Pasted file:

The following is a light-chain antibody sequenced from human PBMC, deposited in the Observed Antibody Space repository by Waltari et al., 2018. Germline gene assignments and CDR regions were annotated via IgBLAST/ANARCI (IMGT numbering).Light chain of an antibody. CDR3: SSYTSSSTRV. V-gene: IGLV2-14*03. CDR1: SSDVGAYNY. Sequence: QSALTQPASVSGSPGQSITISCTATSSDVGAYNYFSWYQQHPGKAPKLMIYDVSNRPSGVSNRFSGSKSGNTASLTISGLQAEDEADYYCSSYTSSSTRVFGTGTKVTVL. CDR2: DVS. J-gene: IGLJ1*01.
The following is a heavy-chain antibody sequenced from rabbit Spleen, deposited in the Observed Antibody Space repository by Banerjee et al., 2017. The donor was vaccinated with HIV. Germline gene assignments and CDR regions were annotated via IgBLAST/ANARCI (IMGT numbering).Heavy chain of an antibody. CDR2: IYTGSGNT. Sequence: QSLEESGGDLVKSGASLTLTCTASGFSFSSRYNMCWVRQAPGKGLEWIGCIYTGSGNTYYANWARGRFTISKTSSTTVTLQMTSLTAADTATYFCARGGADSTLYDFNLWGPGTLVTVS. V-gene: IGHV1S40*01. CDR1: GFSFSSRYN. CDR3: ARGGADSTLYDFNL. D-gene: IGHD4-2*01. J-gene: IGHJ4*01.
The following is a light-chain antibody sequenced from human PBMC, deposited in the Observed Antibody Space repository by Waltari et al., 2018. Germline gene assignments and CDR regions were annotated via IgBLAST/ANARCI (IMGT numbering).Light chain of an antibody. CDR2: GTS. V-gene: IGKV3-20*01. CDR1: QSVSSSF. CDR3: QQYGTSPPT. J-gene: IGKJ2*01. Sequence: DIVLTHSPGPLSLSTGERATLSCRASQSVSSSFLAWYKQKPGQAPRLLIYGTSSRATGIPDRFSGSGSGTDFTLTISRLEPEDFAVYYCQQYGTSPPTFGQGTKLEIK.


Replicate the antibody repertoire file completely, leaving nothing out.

The following is a light-chain antibody sequenced from human PBMC, deposited in the Observed Antibody Space repository by Waltari et al., 2018. Germline gene assignments and CDR regions were annotated via IgBLAST/ANARCI (IMGT numbering).Light chain of an antibody. CDR3: SSYTSSSTRV. V-gene: IGLV2-14*03. CDR1: SSDVGAYNY. Sequence: QSALTQPASVSGSPGQSITISCTATSSDVGAYNYFSWYQQHPGKAPKLMIYDVSNRPSGVSNRFSGSKSGNTASLTISGLQAEDEADYYCSSYTSSSTRVFGTGTKVTVL. CDR2: DVS. J-gene: IGLJ1*01.
The following is a heavy-chain antibody sequenced from rabbit Spleen, deposited in the Observed Antibody Space repository by Banerjee et al., 2017. The donor was vaccinated with HIV. Germline gene assignments and CDR regions were annotated via IgBLAST/ANARCI (IMGT numbering).Heavy chain of an antibody. CDR2: IYTGSGNT. Sequence: QSLEESGGDLVKSGASLTLTCTASGFSFSSRYNMCWVRQAPGKGLEWIGCIYTGSGNTYYANWARGRFTISKTSSTTVTLQMTSLTAADTATYFCARGGADSTLYDFNLWGPGTLVTVS. V-gene: IGHV1S40*01. CDR1: GFSFSSRYN. CDR3: ARGGADSTLYDFNL. D-gene: IGHD4-2*01. J-gene: IGHJ4*01.
The following is a light-chain antibody sequenced from human PBMC, deposited in the Observed Antibody Space repository by Waltari et al., 2018. Germline gene assignments and CDR regions were annotated via IgBLAST/ANARCI (IMGT numbering).Light chain of an antibody. CDR2: GTS. V-gene: IGKV3-20*01. CDR1: QSVSSSF. CDR3: QQYGTSPPT. J-gene: IGKJ2*01. Sequence: DIVLTHSPGPLSLSTGERATLSCRASQSVSSSFLAWYKQKPGQAPRLLIYGTSSRATGIPDRFSGSGSGTDFTLTISRLEPEDFAVYYCQQYGTSPPTFGQGTKLEIK.